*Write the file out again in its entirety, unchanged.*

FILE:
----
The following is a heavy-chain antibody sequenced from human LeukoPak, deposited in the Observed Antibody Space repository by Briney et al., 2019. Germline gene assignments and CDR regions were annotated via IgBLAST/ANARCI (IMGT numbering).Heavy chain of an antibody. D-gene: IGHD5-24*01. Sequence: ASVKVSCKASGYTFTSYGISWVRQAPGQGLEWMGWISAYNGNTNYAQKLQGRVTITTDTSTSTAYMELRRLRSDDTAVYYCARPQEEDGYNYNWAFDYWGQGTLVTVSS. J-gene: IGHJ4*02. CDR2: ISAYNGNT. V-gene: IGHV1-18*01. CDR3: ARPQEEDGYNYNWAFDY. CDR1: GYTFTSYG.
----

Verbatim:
The following is a heavy-chain antibody sequenced from human LeukoPak, deposited in the Observed Antibody Space repository by Briney et al., 2019. Germline gene assignments and CDR regions were annotated via IgBLAST/ANARCI (IMGT numbering).Heavy chain of an antibody. D-gene: IGHD5-24*01. Sequence: ASVKVSCKASGYTFTSYGISWVRQAPGQGLEWMGWISAYNGNTNYAQKLQGRVTITTDTSTSTAYMELRRLRSDDTAVYYCARPQEEDGYNYNWAFDYWGQGTLVTVSS. J-gene: IGHJ4*02. CDR2: ISAYNGNT. V-gene: IGHV1-18*01. CDR3: ARPQEEDGYNYNWAFDY. CDR1: GYTFTSYG.